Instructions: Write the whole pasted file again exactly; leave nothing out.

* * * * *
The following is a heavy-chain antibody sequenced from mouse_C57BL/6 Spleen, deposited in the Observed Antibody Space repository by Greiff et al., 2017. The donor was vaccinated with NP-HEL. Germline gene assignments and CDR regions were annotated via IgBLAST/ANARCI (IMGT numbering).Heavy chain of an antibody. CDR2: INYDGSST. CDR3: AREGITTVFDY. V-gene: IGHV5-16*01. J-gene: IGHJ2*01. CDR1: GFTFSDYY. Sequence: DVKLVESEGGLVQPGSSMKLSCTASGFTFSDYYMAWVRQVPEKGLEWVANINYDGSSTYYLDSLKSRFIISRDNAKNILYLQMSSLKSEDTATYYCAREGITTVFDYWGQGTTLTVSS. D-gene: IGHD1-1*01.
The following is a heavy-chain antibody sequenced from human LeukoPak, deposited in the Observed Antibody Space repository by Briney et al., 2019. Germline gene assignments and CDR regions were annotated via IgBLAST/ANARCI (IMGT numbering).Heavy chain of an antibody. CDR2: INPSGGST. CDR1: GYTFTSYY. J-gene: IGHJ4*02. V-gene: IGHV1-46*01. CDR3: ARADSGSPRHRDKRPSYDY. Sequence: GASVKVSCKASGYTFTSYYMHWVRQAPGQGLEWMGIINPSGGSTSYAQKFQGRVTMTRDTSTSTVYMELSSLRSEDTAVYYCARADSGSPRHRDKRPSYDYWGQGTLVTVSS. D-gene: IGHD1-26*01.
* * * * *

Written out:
The following is a heavy-chain antibody sequenced from mouse_C57BL/6 Spleen, deposited in the Observed Antibody Space repository by Greiff et al., 2017. The donor was vaccinated with NP-HEL. Germline gene assignments and CDR regions were annotated via IgBLAST/ANARCI (IMGT numbering).Heavy chain of an antibody. CDR2: INYDGSST. CDR3: AREGITTVFDY. V-gene: IGHV5-16*01. J-gene: IGHJ2*01. CDR1: GFTFSDYY. Sequence: DVKLVESEGGLVQPGSSMKLSCTASGFTFSDYYMAWVRQVPEKGLEWVANINYDGSSTYYLDSLKSRFIISRDNAKNILYLQMSSLKSEDTATYYCAREGITTVFDYWGQGTTLTVSS. D-gene: IGHD1-1*01.
The following is a heavy-chain antibody sequenced from human LeukoPak, deposited in the Observed Antibody Space repository by Briney et al., 2019. Germline gene assignments and CDR regions were annotated via IgBLAST/ANARCI (IMGT numbering).Heavy chain of an antibody. CDR2: INPSGGST. CDR1: GYTFTSYY. J-gene: IGHJ4*02. V-gene: IGHV1-46*01. CDR3: ARADSGSPRHRDKRPSYDY. Sequence: GASVKVSCKASGYTFTSYYMHWVRQAPGQGLEWMGIINPSGGSTSYAQKFQGRVTMTRDTSTSTVYMELSSLRSEDTAVYYCARADSGSPRHRDKRPSYDYWGQGTLVTVSS. D-gene: IGHD1-26*01.